Monday, April 22, 2024

Sex and the City Redux

Claire Moses, As ‘Sex and the City’ Ages, Some Find the Cosmo Glass Half-Empty, NYTimes, April 13, 2024.

Twenty years since the series finale of “Sex and the City” aired, a new generation of television watchers has grown into adulthood. After all of the episodes were released on Netflix this month, media watchers wondered how the show — and Carrie’s behavior — might hold up for Gen Z.

Would they be able to handle the occasional raunchiness of the show, the sometimes toxic relationships? Were the references outdated? “Can Gen Z Even Handle Sex and the City?” Vanity Fair asked. (For its part, Gen Z seems to vacillate between being uninterested and lightly appalled about what they consider to be a period piece.)

The show had a very different effect on its longtime fans, many of them a generation or two older. When it aired, “Sex and the City” changed the conversation around how women dated, developed friendships and moved about the world in their 30s and 40s.

Even if some of the show’s character arcs aged poorly, many of its original fans still relate to Carrie, Samantha, Charlotte and Miranda, no matter how unrealistic it may have been to live on the Upper East Side with a walk-in closet full of Manolo Blahniks on the salary of a weekly newspaper columnist.

What Candace Bushnell thinks:

“There was a romance to dating that younger women tell me doesn’t really exist anymore,” Bushnell said in a phone interview. “Now internet dating and using dating apps — it feels more like a job.”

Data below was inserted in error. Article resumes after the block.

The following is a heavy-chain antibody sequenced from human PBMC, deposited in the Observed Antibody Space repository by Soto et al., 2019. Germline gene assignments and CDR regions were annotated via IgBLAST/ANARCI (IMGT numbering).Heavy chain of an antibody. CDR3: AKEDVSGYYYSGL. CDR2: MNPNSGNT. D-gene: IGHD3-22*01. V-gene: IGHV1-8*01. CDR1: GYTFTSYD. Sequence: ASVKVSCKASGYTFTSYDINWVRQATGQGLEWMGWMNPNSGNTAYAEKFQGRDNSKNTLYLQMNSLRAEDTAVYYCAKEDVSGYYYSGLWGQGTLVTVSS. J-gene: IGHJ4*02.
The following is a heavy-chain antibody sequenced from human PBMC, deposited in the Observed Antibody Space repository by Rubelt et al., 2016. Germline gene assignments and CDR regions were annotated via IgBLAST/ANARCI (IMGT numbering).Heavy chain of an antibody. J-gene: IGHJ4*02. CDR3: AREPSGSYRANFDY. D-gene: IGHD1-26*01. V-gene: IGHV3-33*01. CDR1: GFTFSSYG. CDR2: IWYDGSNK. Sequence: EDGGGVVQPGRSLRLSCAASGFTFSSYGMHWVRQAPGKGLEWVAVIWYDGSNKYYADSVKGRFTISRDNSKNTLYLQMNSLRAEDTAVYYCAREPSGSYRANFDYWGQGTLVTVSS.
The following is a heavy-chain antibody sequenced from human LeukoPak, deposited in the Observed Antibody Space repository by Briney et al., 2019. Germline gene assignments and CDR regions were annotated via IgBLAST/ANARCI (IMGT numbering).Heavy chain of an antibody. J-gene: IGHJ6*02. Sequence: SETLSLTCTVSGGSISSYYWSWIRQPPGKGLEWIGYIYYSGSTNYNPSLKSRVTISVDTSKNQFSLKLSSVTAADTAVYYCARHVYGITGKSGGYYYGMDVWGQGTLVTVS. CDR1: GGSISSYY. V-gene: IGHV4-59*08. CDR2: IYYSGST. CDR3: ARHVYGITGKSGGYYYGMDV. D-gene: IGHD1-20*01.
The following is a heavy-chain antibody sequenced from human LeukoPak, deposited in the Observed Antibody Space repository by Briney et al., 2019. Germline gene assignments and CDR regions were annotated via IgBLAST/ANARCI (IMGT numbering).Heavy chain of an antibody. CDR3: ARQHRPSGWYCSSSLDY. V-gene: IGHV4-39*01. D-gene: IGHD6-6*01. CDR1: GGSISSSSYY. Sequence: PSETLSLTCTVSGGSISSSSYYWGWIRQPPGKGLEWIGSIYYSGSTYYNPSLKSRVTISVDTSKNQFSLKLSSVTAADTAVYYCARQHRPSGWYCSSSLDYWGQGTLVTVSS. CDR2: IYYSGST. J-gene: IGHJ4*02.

For Carrie and her friends, dating is more of a pastime: They meet men at gallery openings, cocktail parties, book launches, a Yankees game, the gym, and more. The four of them also have weekly brunches and endless cocktails where they dish about their latest exploits.

Bushnell, who is touring her one-woman show “True Tales of Sex, Success and Sex and the City,” said that the show gave people a new way of looking at their romantic lives.

The test of time is a hard one to pass, and the show’s record is far from perfect. But its frank discussions of sex and gendered expectations seemed to open doors for other shows after it, including “Girls” and “Insecure,” and helped change the image of single women in their 30s.


For longtime fans who are now Carrie’s age or older, the show has gone from aspirational to relatable to recognizable — again, minus those hundreds of pairs of stilettos.

Watching the show now, Marta Barberini, 37, said, “you’re not talking about your future self; you’re talking about your present self.”

See my earlier Media Notes post: The Seven Year Itch, Mad Men, Sex and the City [Media Notes 117].

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